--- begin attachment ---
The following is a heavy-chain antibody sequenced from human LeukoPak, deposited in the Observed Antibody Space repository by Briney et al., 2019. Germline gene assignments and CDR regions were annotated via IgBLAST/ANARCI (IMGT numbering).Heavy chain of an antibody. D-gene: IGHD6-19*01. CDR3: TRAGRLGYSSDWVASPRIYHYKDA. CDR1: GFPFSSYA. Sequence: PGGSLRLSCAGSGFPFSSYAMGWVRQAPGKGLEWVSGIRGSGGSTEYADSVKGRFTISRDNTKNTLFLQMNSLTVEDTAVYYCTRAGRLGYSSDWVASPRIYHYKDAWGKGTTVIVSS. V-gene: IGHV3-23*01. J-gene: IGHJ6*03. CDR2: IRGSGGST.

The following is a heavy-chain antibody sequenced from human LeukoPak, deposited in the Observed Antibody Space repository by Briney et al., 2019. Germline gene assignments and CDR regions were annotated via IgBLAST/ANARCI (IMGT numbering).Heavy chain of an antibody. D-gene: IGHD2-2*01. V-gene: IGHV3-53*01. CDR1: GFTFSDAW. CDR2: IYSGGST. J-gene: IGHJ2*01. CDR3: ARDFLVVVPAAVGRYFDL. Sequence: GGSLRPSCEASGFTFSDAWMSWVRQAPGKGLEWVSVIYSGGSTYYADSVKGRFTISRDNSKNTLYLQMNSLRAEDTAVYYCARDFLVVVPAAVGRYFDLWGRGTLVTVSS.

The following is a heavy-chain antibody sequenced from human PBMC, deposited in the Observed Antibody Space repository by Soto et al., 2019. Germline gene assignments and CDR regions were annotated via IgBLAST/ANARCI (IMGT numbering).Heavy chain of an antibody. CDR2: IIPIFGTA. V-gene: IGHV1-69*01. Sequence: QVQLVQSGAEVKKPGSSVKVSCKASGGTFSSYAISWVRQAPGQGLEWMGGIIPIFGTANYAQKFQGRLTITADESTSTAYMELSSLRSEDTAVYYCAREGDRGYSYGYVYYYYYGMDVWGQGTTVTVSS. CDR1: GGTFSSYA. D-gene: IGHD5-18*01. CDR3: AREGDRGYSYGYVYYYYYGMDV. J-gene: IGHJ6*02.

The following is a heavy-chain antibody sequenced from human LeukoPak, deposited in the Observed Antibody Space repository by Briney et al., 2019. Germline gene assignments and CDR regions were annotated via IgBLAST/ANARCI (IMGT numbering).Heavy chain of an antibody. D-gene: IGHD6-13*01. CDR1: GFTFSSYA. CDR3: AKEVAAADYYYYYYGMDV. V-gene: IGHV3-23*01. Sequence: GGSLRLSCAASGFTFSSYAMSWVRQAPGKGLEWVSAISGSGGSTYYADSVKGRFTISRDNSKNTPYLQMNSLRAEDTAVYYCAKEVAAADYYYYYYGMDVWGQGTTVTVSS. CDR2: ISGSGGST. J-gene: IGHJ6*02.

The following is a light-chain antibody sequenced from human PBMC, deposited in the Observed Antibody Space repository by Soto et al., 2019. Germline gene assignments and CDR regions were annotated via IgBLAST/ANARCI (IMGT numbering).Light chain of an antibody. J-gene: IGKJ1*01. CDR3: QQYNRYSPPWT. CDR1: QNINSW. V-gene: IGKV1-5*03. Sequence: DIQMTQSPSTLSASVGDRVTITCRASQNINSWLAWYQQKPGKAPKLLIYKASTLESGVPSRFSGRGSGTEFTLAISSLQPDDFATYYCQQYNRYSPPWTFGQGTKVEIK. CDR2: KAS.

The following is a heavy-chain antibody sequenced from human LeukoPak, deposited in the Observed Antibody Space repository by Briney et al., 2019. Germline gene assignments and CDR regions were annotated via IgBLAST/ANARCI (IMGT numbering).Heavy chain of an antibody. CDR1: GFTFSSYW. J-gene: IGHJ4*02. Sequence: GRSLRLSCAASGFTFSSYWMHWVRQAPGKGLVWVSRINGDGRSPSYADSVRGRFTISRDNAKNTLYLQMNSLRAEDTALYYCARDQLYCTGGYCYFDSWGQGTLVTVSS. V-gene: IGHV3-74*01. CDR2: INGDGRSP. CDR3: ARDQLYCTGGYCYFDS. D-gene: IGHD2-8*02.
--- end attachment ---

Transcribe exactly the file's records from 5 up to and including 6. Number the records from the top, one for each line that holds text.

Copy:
The following is a light-chain antibody sequenced from human PBMC, deposited in the Observed Antibody Space repository by Soto et al., 2019. Germline gene assignments and CDR regions were annotated via IgBLAST/ANARCI (IMGT numbering).Light chain of an antibody. J-gene: IGKJ1*01. CDR3: QQYNRYSPPWT. CDR1: QNINSW. V-gene: IGKV1-5*03. Sequence: DIQMTQSPSTLSASVGDRVTITCRASQNINSWLAWYQQKPGKAPKLLIYKASTLESGVPSRFSGRGSGTEFTLAISSLQPDDFATYYCQQYNRYSPPWTFGQGTKVEIK. CDR2: KAS.

The following is a heavy-chain antibody sequenced from human LeukoPak, deposited in the Observed Antibody Space repository by Briney et al., 2019. Germline gene assignments and CDR regions were annotated via IgBLAST/ANARCI (IMGT numbering).Heavy chain of an antibody. CDR1: GFTFSSYW. J-gene: IGHJ4*02. Sequence: GRSLRLSCAASGFTFSSYWMHWVRQAPGKGLVWVSRINGDGRSPSYADSVRGRFTISRDNAKNTLYLQMNSLRAEDTALYYCARDQLYCTGGYCYFDSWGQGTLVTVSS. V-gene: IGHV3-74*01. CDR2: INGDGRSP. CDR3: ARDQLYCTGGYCYFDS. D-gene: IGHD2-8*02.